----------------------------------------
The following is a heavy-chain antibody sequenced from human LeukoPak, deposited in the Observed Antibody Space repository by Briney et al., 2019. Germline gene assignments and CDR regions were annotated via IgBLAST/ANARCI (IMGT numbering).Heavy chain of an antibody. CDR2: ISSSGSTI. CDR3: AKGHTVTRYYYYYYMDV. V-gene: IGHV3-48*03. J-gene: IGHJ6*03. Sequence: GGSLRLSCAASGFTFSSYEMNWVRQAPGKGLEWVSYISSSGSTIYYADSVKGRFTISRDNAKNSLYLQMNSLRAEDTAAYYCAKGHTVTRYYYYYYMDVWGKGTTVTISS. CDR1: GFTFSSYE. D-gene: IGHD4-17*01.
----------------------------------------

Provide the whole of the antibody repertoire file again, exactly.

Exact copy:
The following is a heavy-chain antibody sequenced from human LeukoPak, deposited in the Observed Antibody Space repository by Briney et al., 2019. Germline gene assignments and CDR regions were annotated via IgBLAST/ANARCI (IMGT numbering).Heavy chain of an antibody. CDR2: ISSSGSTI. CDR3: AKGHTVTRYYYYYYMDV. V-gene: IGHV3-48*03. J-gene: IGHJ6*03. Sequence: GGSLRLSCAASGFTFSSYEMNWVRQAPGKGLEWVSYISSSGSTIYYADSVKGRFTISRDNAKNSLYLQMNSLRAEDTAAYYCAKGHTVTRYYYYYYMDVWGKGTTVTISS. CDR1: GFTFSSYE. D-gene: IGHD4-17*01.